APPENDIX ONE A CASE IN POINT: MAP AND SYLA 119

    APPENDIX TWO A CASE IN POINT: THE GROUP CONFERENCE

    CALL WITH A GROUP OF FOUR PARTICIPANTS 100 DAYS AFTER

    THE MAP 121

    APPENDIX THREE SAP GLDP 124

    7 EXECUTIVE EDUCATION FROM THE

    PARTICIPANTS POINT OF VIEW 127

    Konstantin KorotovPRE-ENTRY EXPERIENCE 130

    SURPRISE AND LEARNING TO USE THE SPACE OF THE

    EXECUTIVE PROGRAM 131

    IDENTITY EXPLORATION: EXAMINING PAST AND CURRENT

    IDENTITIES 134

    IDENTITY EXPERIMENTATION 137

    STEPPING OUT OF THE EXECUTIVE PROGRAM:

    CRAFTING NARRATIVES AND INTERNALIZING

    TRANSITIONAL SPACE 138

    8 TRANSFORMATIONAL EXECUTIVE

    PROGRAMS: AN OWNERS

    MANUAL 142Manfred F. R. Kets de Vries and Konstantin Korotov

    EXECUTIVE PROGRAMS AS A TRANSFORMATION

    OPPORTUNITY 142

    UNDERSTANDING EXECUTIVES DEVELOPMENT NEEDS:

    THE FRAMEWORK OF THREE TRIANGLES 143

    IMPORTANT QUESTIONS FOR DESIGNERS OFTRANSFORMATIONAL PROGRAMS 149

    CONCLUDING REMARKS 157

    LEARNING TO CHANGE: A PROGRAM EXAMPLE 158

    CONTENTS

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    x

    PART THREE: BECOMING A COACH

    9 FROM THE BOARDROOM TO THE CLASSROOM:

    A PERSONAL JOURNEY 165Jean-Claude Noel

    CREATING A TRANSITIONAL SPACE 166

    DISCOVERY THROUGH SELF-REFLECTION 168

    THE FOCAL EVENT 170

    POSSIBLE SELVES 172

    FLYING SOLO 173

    NEW BEGINNINGS 176

    LESSONS LEARNED 178

    10 COACHING WITHIN AND WITHOUT 181Graham Ward

    SUPERVISION 184

    BUILDING TRUST 185

    BUILDING AN EXTERNAL COACHING PRACTICE 189

    GET BRANDED 191

    GET PLANNING 192

    GET OUT THERE 193

    SPEAK PUBLICLY 194

    BUILD A WEB PAGE 194

    GET ACCREDITATION 195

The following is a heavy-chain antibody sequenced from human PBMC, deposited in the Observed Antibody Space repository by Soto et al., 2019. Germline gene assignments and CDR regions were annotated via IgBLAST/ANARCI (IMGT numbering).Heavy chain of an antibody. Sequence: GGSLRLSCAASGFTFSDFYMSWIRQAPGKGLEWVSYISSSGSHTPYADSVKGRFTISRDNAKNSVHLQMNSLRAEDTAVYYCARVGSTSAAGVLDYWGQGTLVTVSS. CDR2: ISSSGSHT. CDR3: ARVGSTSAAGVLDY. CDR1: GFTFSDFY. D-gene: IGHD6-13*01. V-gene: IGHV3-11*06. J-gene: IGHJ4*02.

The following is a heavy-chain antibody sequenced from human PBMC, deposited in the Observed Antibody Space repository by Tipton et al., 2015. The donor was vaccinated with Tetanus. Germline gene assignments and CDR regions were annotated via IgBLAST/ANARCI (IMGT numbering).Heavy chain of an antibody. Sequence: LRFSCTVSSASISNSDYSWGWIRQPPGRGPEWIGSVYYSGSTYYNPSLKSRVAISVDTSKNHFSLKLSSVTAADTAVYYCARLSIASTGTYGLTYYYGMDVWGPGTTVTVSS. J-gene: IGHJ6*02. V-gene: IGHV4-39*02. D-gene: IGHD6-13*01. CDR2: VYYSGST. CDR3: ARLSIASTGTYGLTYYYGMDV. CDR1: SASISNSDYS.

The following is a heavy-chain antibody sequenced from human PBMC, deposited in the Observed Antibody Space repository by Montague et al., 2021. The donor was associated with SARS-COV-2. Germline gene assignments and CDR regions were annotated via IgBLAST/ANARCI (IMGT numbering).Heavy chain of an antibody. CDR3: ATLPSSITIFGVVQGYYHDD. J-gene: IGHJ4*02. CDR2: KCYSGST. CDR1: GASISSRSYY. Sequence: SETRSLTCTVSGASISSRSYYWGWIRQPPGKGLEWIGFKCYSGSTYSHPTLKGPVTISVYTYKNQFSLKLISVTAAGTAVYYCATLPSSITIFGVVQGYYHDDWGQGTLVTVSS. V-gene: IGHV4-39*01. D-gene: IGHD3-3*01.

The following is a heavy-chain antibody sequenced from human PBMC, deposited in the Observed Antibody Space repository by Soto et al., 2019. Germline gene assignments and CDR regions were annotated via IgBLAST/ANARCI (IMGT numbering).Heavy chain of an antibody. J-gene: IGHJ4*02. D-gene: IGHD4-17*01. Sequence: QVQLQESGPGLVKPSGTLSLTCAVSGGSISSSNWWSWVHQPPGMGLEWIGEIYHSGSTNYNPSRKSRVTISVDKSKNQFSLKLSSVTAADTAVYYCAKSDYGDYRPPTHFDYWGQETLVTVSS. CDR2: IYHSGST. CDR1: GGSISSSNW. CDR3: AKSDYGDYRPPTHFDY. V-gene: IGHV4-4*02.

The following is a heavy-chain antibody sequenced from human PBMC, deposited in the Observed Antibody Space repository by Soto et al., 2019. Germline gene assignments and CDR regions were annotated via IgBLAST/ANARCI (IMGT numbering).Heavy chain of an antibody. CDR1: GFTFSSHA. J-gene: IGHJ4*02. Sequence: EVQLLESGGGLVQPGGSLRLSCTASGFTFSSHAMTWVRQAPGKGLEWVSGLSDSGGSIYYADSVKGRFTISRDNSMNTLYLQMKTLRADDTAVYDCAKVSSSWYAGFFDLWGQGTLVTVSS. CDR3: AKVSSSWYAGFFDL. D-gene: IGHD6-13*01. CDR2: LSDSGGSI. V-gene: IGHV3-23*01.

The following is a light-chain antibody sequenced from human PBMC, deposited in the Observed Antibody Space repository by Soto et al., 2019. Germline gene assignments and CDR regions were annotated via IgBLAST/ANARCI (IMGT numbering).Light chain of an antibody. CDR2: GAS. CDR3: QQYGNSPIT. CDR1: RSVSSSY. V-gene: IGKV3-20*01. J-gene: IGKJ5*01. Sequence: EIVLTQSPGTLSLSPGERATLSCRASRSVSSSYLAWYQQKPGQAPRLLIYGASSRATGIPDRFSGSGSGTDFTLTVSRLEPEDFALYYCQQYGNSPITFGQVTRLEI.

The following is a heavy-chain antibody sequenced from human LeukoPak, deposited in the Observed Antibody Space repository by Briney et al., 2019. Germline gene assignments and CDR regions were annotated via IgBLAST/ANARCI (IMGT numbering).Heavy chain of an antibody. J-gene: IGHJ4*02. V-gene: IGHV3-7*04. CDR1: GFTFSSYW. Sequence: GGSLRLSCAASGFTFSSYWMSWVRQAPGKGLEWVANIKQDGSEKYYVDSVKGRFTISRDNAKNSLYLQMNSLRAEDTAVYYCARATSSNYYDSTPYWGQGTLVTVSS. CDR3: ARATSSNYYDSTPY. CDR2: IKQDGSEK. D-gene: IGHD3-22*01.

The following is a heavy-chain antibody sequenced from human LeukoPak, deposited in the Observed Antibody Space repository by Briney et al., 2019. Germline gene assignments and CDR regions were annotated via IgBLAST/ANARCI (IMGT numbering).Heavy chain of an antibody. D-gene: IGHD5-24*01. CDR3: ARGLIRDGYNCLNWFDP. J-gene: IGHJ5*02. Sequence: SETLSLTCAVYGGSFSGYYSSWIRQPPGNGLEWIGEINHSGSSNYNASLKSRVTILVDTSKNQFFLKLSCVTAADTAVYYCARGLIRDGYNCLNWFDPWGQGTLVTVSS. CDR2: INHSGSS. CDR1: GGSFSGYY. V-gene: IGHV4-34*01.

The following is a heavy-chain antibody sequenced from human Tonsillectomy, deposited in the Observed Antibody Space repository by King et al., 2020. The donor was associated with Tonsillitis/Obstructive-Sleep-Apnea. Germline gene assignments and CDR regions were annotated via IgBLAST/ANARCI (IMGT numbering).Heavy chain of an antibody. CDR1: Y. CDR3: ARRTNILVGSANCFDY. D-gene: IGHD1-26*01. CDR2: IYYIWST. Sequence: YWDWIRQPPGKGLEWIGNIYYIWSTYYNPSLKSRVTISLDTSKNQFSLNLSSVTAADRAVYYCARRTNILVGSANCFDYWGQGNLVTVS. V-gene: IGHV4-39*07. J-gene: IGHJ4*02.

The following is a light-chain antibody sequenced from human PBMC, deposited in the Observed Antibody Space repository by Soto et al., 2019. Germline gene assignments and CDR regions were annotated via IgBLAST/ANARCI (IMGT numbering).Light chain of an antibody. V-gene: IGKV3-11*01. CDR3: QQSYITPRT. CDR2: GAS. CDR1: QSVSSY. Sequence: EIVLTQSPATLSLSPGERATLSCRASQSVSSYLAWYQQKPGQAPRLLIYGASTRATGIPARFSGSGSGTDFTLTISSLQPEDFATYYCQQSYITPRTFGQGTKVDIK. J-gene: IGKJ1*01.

TAKE IT FURTHER 195

    THE EVALUATION MATRIX 196

    SOME CRUDE MATH 197

    CONCLUSION 198

    11 COACHING EXECUTIVES ACROSS CULTURES 200Ann Houston Kelley

    LAYERS OF CULTURE 201DEALING WITH COMPLEXITIES 203

    EXPERIENCE IS THE BEST TEACHER 205

    A DELICATE BALANCE OF ART AND SCIENCE 216

    PART FOUR: THE PROCESS OF COACHING

    12 THE ART OF LISTENING 221Erik van de Loo

    INTRODUCTION: LISTENING AND THE CLINICAL APPROACH

    TO ORGANIZATIONS 221

    MENTALIZING 223

    EMPATHY AND INTUITION 226

    LISTENING WITH THE THIRD EAR 230

    CONTENTS

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    xi

    TRANSFERENCE, COUNTER-TRANSFERENCE, AND ENACTMENTS 232

    CONCLUSION 236

    13 THE DOS AND DONTS OF COACHING: KEYLESSONS I LEARNED AS AN EXECUTIVE

    COACH 240Elisabet Engellau

    LESSON 1: BE SPECIFIC ABOUT THE TERMS OF THE COACHING

    CONTRACT 246

    LESSON 2: BE UP FRONT ABOUT WHAT IS NON-NEGOTIABLE 247

    LESSON 3: USE YOUR INTUITION/COUNTER-TRANSFERENCE

    REACTIONS 248

    LESSON 4: DEAL WITH RESISTANCE UP FRONT 248LESSON 5: PLAY RESISTANCE JUDO 249

    LESSON 6: HAVE A SYSTEMIC POINT OF VIEW 249

    LESSON 7: ALWAYS SUPPORT SELF-EFFICACY 250

    FINAL REFLECTIONS 251

    REFLECTIVE TIME 252

    KNOW YOURSELF 253

    GET SUPERVISION 253

    AFTERWORD 254

    14 REFLECTIONS ON TEACHING LEADERSTO COACH: USING THE SELF AS A TOOL

    IN DEVELOPING OTHERS 255Roger Lehman and Konstantin Korotov